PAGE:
by Daniel Berrigan

Original Language English

I would it were possible to state in so
few words my errand in the world: quite simply
forestalling all inquiry, the oak offers his leaves
largehandedly. And in winter his integral magnificent order
decrees, says solemnly who he is
in the great thrusting limbs that are all finally
one: a return, a permanent riverandsea.

So the rose is its own credential, a certain
unattainable effortless form: wearing its heart
visibly, it gives us heart too: bud, fullness and fall.

-- from Daniel Berrigan: Essential Writings (Modern Spiritual Masters), by Daniel Berrigan / Edited by John Dear

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Commentary by Ivan M. Granger

This past Saturday we lost Father Daniel Berrigan. If you're not familiar with who he is, I highly recommend you look him up -- you'll find several excellent memorial articles and repostings of past interviews. Daniel Berrigan was one of those great souls to whom we in the modern era owe so much, alongside other great spiritual figures like Rev. Martin Luther King Jr., Thich Nhat Hanh, and Dorothy Day, people who put themselves on the line to transform society and awaken a wider compassion in the world. Father Berrigan was one of the early leaders in courageous protest against the Vietnam war and the draft. He worked throughout the Cold War against the proliferation and normalization of nuclear weapons.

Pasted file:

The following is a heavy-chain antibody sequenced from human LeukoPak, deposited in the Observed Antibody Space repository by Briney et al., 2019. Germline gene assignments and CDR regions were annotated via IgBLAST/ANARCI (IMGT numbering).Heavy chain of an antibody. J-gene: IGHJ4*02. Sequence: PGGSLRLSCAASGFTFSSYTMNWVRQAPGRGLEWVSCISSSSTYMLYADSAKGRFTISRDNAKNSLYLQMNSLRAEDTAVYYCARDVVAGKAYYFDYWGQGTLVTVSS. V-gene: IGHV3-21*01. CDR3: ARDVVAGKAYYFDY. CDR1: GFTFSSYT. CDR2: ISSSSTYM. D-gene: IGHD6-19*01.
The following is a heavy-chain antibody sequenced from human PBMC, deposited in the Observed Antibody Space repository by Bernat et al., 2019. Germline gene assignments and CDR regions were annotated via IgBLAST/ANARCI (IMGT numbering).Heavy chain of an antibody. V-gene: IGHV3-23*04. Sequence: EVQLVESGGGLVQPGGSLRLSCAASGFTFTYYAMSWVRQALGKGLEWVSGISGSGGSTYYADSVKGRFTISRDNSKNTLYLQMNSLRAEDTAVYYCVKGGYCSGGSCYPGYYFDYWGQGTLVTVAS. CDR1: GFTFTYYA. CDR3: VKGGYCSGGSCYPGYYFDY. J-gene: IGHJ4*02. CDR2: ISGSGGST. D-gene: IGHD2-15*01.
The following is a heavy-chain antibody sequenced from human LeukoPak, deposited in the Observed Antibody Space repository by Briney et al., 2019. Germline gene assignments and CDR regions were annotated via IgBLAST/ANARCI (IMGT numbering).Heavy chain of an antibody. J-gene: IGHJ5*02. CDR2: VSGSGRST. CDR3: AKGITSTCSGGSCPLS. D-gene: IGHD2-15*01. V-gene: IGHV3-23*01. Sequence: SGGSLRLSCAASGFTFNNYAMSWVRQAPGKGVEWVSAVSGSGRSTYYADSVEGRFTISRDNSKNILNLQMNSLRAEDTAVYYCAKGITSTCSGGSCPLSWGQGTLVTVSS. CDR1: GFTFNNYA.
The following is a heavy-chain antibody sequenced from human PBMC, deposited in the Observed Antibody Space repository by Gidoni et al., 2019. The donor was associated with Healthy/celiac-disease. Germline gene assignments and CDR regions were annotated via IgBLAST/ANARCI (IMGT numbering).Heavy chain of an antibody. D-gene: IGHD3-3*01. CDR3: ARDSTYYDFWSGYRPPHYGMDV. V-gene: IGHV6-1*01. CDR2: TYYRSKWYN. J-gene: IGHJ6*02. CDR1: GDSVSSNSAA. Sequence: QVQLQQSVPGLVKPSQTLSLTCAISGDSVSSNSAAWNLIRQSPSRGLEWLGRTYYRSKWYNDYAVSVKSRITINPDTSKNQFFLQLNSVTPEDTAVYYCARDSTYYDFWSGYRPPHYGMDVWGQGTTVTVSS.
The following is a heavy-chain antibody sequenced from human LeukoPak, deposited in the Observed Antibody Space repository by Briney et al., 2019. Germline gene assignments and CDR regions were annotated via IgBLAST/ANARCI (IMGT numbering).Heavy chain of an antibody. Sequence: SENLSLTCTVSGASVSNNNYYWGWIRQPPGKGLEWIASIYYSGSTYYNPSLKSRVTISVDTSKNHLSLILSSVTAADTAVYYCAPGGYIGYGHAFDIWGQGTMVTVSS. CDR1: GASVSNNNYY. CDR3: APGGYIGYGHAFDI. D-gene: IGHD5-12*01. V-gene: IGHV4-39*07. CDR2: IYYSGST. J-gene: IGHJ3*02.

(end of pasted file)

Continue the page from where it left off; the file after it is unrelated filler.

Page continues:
He did that thing that makes us most uncomfortable about the Christian pathway: He actually lived it, not just in his head, but on the ground. He rolled up his sleeves and bore his chest as he embraced the poor, spoke up for the vulnerable, and opposed institutional cruelty and violence, done boldly, humbly, amidst the complexities of the modern world and dangers of modern power structures.

I continue to be inspired and challenged and humbled by Father Berrigan. His tireless work for peace and justice and humanity continues to reverberate and benefit us all.

And he was a poet...

In this poem, for example, we are given a couple of images to illustrate how we should understand ourselves and be in the world. In other words, what are our credentials? By what authority and quality do we come into the world and act in the world?

Like the oak tree, we should offer our leaves "largehandedly," giving fully of ourselves and our very nature to the world. And, in winter, in bareness, the essential form that we are comes through. By not holding back our true nature, by being fully ourselves, even when when the world demands all of us, that is when we "return" and recognize that we are part of a grand, harmonious unity, "a permanent riverandsea."

We are our own credentials. Our credentials, our spiritual stamp of approval, is there within us, in our most natural form. Like the rose, we must unfold, be as we are, allowing our innermost heart to become visible, to be seen, to let its beauty be present in the world, bringing healing to the world and to ourselves.

So the rose is its own credential, a certain
unattainable effortless form: wearing its heart
visibly, it gives us heart too: bud, fullness and fall.

Have a beautiful day, with a blossoming heart.

Recommended Books: Daniel Berrigan

Daniel Berrigan: Essential Writings (Modern Spiritual Masters) Prayer for the Morning Headlines: On the Sanctity of Life and Death And the Risen Bread: Selected and New Poems 1957-1997 Tulips in the Prison Yard: Selected Poems of Daniel Berrigan Prison Poems: Selected Poems of Daniel Berrigan